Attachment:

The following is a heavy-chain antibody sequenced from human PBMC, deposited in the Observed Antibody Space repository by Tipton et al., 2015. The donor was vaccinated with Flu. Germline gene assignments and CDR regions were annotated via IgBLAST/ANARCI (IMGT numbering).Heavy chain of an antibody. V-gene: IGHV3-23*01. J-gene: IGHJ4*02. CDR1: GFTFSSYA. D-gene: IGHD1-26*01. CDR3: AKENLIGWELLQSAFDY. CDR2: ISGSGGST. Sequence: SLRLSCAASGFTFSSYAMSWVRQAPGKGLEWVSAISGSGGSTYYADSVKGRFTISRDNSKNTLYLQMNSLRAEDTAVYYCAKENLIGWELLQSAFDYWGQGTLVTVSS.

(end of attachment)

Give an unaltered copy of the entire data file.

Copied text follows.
The following is a heavy-chain antibody sequenced from human PBMC, deposited in the Observed Antibody Space repository by Tipton et al., 2015. The donor was vaccinated with Flu. Germline gene assignments and CDR regions were annotated via IgBLAST/ANARCI (IMGT numbering).Heavy chain of an antibody. V-gene: IGHV3-23*01. J-gene: IGHJ4*02. CDR1: GFTFSSYA. D-gene: IGHD1-26*01. CDR3: AKENLIGWELLQSAFDY. CDR2: ISGSGGST. Sequence: SLRLSCAASGFTFSSYAMSWVRQAPGKGLEWVSAISGSGGSTYYADSVKGRFTISRDNSKNTLYLQMNSLRAEDTAVYYCAKENLIGWELLQSAFDYWGQGTLVTVSS.